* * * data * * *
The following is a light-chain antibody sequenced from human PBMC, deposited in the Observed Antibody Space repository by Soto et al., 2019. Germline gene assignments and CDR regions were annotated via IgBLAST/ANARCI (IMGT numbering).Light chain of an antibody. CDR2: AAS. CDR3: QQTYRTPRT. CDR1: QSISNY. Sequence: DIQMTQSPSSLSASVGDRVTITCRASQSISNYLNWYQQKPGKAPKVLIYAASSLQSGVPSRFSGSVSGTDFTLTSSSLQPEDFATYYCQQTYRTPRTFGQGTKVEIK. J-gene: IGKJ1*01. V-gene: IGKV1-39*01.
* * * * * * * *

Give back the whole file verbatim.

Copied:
The following is a light-chain antibody sequenced from human PBMC, deposited in the Observed Antibody Space repository by Soto et al., 2019. Germline gene assignments and CDR regions were annotated via IgBLAST/ANARCI (IMGT numbering).Light chain of an antibody. CDR2: AAS. CDR3: QQTYRTPRT. CDR1: QSISNY. Sequence: DIQMTQSPSSLSASVGDRVTITCRASQSISNYLNWYQQKPGKAPKVLIYAASSLQSGVPSRFSGSVSGTDFTLTSSSLQPEDFATYYCQQTYRTPRTFGQGTKVEIK. J-gene: IGKJ1*01. V-gene: IGKV1-39*01.